The earthquake and tsunami that struck Japan in March 2011 caused catastrophic destruction throughout the country. People were hit especially hard in Otsuchi, a fishing town on the Sanriku Coast where a series of waves as high as 60 feet tall destroyed about 60 percent of the city. Alejandro Chaskielberg was in Tokyo for an exhibition of his work in 2012 when his curator, who had family in Otsuchi, told him about the devastation.
Chaskielberg made his first visit to Otsuchi 1½ years after the tsunami. When he arrived, he found a great plain of land where the city had been before. Red flags dotted the grasslands, marking where victims had been discovered. Large mountains of debris were scattered throughout the area.
When Chaskielberg visited, 40 percent of Otsuchi’s inhabitants were still living in container-type temporary houses. Otsuchi is a very small town, and, as a result, its inhabitants regularly passed by the places where their houses had been before the tsunami. But many of them saw those spaces in a new way when Chaskielberg invited them to pose during the night in those empty spaces, remaining silent and motionless for several minutes while he took long exposure photographs for his series, “Otsuchi Future Memories.” “This was something pretty introspective for all because they started to remember the past and some were obviously moved,” he said via email. “For me, it is important to talk with those portrayed and know their history, and the story of the place where we are taking the pictures.”
On that first trip, Chaskielberg met the curator’s family, who introduced him to other townspeople who had been affected by the tsunami. On a subsequent trip, Chaskielberg met people through NGOs, civil groups, and students who participated in a photography workshop he conducted. As the word spread about his project, some people approached Chaskielberg independently to be included. He ended up photographing around 20 families over two trips lasting about a month in total. He also photographed objects that he found throughout the city. “These objects have been modified by the power of water, and sometimes they, as narrative elements, are as powerful as it is to portray a person,” he said.
Early on in his project, Chaskielberg found a wet photo album inside a box sitting on the side of a road in Otsuchi. “I slowly began to separate the sheets of the album and discovered that the images inside were almost completely blurred. It was shocking for me to discover this album,” he said. “It weighed several kilograms and it had a strong smell. It seemed to be more like a dying animal than a photo album.”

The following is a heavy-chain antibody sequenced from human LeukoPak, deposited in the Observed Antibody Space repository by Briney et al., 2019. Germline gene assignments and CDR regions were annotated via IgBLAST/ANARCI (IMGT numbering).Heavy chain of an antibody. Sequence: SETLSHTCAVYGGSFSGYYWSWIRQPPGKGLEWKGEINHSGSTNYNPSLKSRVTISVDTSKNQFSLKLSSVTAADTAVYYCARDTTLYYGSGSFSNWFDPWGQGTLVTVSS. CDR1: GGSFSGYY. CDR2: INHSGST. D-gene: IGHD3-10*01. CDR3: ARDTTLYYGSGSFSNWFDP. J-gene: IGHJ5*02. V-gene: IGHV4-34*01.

That photo album became an integral part of Chaskielberg’s series. After photographing his subjects in black-and-white, Chaskielberg chose one of the photos destroyed by the tsunami with which to create a custom color palette on his computer. He then used the colors of the destroyed photo to add color to the black-and-white images. “It’s a reflection on the tragedy as a whole—the losses, the memory—and my way of seeing the world. These historic images are the bridge to the past I create through the use of colors,” he said. “These photographs speak to the way the Otsuchi inhabitants decided to record their lives. From my viewpoint, I try to build a story about the city and its people.”
Chaskielberg’s work is on display as part of this year’s edition of The Fence.
TODAY IN SLATE
Smash and Grab
Will competitive Senate contests in Kansas and South Dakota lead to more late-breaking races in future elections?
I Am 25. I Don’t Work at Facebook. My Doctors Want Me to Freeze My Eggs.
Republicans Want the Government to Listen to the American Public on Ebola. That’s a Horrible Idea.
The Most Ingenious Teaching Device Ever Invented
Tom Hanks Has a Short Story in the New Yorker. It’s Not Good.
Marvel’s Civil War Is a Far-Right Paranoid Fantasy
It’s also a mess. Can the movies do better?